Sunday, January 17, 2010

Our fraying social contract

During his two years as medical staff president, Dr. Dave Halleran used the word “collegiality” in most meetings. "Collegiality,” in his lexicon, reflects a social contract between hospitals and their medical staffs. In recent years, that social contract has been in need of mending.

“Collegiality” refers to that combination of obligation and respect that exists among doctors within their medical groups, within their specialties, and among the departments at the hospitals where they have privileges. That combination is meant to serve patients well, supporting the availability of care as well as care that reflects experience, judgment and skill.

Today it is not uncommon for one or more hospitals in a given community to have gaps in specialty on-call schedules at their emergency rooms. There are not enough available (or willing) physicians to complete the roster. Nor is it unheard of for one specialist to assert it is really another specialist’s duty to respond to a patient’s specific need in this or that hospital at this or that time of the day. On-line educational credits have replaced in-hospital educational meetings for many physicians, and hospital department meetings are both less frequent and less well attended than they were, even ten years ago.

These are examples of a fraying social contract.

The acute care hospital used to be a more essential part of – indeed, the center of – a physician’s professional life. The hospital provided the 24-hour staff and services, the high-tech equipment, and the array of specialists a doctor needed to care for her patients. Today many physicians focus so much of their time in outpatient settings they may never come to the hospital, or rarely so.


Because the things for which patients used to be hospitalized can often be accomplished in the office or in an outpatient setting. Government-driven payment models have tended to reward outpatient and procedure-based care, more so than hospital care. Reductions in payments have encouraged doctors to form larger medical groups, and these groups have developed both the patient base and the capital base to provide outpatient services that were once a big part of the hospital world.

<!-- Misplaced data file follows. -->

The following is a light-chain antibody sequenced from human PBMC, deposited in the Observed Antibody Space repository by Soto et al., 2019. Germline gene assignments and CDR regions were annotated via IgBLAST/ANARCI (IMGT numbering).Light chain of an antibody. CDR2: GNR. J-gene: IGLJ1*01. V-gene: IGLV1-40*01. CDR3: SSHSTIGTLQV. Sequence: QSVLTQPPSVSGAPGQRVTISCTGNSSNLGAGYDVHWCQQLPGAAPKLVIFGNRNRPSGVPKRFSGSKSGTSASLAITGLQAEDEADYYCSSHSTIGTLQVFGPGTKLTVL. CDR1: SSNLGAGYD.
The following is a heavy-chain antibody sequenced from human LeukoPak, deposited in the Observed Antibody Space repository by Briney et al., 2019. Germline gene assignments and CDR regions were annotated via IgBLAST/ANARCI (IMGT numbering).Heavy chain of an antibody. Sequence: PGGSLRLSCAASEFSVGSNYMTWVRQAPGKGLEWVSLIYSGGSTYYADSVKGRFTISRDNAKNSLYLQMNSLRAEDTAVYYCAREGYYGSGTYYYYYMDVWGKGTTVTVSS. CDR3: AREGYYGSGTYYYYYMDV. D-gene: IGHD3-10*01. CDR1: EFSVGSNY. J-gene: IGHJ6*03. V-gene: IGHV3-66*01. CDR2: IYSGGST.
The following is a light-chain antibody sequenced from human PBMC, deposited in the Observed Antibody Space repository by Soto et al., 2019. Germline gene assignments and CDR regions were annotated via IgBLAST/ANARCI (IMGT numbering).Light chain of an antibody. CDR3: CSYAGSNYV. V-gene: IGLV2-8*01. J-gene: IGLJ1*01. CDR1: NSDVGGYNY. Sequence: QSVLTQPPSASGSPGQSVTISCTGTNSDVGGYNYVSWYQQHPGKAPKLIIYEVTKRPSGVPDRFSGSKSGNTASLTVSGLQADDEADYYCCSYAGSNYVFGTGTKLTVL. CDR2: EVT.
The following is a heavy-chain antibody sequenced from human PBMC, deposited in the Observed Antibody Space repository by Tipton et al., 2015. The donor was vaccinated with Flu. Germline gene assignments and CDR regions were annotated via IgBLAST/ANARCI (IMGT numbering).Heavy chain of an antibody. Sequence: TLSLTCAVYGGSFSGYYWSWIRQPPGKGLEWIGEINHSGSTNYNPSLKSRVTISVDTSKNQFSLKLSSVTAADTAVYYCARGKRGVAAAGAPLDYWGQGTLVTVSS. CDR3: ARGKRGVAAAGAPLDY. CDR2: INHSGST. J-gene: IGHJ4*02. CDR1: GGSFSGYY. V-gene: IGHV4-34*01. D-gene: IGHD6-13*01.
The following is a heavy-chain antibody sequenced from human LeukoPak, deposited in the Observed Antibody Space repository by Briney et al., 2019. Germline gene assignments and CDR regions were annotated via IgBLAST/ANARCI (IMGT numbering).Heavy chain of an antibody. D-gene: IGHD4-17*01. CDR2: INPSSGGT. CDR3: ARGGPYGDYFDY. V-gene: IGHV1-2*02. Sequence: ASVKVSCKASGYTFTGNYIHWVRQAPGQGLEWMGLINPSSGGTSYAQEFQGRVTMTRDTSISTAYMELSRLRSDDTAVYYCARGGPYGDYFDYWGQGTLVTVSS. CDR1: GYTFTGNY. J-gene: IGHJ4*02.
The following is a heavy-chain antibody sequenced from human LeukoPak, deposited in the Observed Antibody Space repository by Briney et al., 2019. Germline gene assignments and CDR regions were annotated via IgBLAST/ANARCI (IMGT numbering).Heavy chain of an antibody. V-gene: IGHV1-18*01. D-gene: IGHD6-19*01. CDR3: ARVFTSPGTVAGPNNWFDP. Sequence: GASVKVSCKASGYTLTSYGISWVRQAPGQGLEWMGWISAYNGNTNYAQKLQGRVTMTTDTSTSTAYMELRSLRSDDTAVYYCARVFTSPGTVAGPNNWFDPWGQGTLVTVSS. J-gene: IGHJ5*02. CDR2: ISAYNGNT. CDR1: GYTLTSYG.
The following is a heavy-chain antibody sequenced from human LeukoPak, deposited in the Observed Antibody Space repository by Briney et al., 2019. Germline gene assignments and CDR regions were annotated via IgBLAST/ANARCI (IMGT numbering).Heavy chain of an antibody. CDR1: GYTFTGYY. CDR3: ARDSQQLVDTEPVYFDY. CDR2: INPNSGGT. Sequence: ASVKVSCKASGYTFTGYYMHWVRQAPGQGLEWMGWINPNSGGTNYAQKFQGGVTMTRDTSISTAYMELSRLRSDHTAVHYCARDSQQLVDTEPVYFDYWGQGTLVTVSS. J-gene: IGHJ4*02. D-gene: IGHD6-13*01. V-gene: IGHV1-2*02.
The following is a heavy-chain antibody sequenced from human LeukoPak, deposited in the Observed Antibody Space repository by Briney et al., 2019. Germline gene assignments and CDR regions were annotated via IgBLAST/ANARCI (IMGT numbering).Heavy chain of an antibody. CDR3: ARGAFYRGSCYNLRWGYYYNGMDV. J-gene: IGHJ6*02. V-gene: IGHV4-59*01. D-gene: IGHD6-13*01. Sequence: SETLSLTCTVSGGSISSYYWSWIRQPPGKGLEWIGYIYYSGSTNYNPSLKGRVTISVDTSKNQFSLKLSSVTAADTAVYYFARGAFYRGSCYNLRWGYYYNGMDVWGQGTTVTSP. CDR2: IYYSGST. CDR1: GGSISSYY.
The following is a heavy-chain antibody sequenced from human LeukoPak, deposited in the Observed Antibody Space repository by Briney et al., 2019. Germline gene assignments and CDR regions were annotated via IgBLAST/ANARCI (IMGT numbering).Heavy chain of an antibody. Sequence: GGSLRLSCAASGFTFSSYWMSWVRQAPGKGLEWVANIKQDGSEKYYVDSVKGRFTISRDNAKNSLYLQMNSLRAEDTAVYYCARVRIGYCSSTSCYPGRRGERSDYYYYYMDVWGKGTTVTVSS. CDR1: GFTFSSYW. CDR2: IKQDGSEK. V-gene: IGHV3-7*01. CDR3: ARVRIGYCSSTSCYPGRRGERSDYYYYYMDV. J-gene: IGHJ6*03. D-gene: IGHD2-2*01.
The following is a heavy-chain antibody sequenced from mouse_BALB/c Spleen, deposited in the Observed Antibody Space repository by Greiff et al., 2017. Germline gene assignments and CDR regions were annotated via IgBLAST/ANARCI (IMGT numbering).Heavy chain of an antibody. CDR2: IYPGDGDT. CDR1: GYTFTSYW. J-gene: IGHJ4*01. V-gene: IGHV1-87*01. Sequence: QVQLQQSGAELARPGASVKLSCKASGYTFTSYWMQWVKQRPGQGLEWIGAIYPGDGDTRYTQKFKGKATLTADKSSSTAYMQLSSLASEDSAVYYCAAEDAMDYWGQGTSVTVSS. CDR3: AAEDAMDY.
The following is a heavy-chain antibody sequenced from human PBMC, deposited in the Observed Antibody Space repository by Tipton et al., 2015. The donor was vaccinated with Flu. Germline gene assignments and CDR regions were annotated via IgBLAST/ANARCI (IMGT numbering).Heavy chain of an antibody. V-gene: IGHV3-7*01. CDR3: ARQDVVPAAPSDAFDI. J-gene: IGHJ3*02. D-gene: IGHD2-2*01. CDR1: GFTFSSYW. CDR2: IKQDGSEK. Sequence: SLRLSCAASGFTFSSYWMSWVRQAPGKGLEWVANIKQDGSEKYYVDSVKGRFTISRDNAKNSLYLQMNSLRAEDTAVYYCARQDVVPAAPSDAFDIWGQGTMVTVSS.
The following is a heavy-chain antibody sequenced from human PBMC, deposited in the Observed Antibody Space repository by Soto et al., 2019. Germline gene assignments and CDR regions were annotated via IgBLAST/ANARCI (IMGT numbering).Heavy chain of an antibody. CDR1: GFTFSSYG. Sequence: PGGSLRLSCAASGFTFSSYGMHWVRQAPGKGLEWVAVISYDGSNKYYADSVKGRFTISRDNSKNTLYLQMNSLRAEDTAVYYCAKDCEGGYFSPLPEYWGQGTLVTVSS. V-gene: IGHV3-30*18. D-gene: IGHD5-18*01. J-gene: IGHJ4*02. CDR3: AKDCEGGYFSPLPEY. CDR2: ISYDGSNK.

All this means that private doctors are less able – and less willing – to come to hospitals in the middle of the night to take care of an emergency patient they may have never met before. This may be a point of annoyance among medical specialists who may not know each other or, even if they do, whose collegiality may be tested since they haven't seen much of one another for some period of time.

At the medical staff meeting last week, Dr. Halleran, a colon-rectal surgeon, stepped down as staff president and handed the gavel to Dr. Richard Lockwood, a specialist in internal medicine. In his farewell remarks, Dr. Halleran recalled a time “when doctors used to talk about patient care with each other. Today our discussions,” he lamented, “seem to be more about insurance payments or government rules.”

During the meeting, Dr. Halleran paid tribute to his father, once an internist in midtown Manhattan, whom he affectionately called “a real doctor.” He explained that his father “had office hours five and one-half days a week, went to the hospital seven days a week, and still managed to visit patients regularly in their homes.”

Dr. Halleran served as a medical staff president before. About a decade ago, he performed that service for another medical staff where he is a member in good standing, at St. Joseph’s Hospital Health Center. That means Dr. Halleran has demonstrated his medical staff “good citizenship” twice.

You don’t get elected staff president two times and at two different hospitals, unless you are someone special.

Dr. Halleran is.

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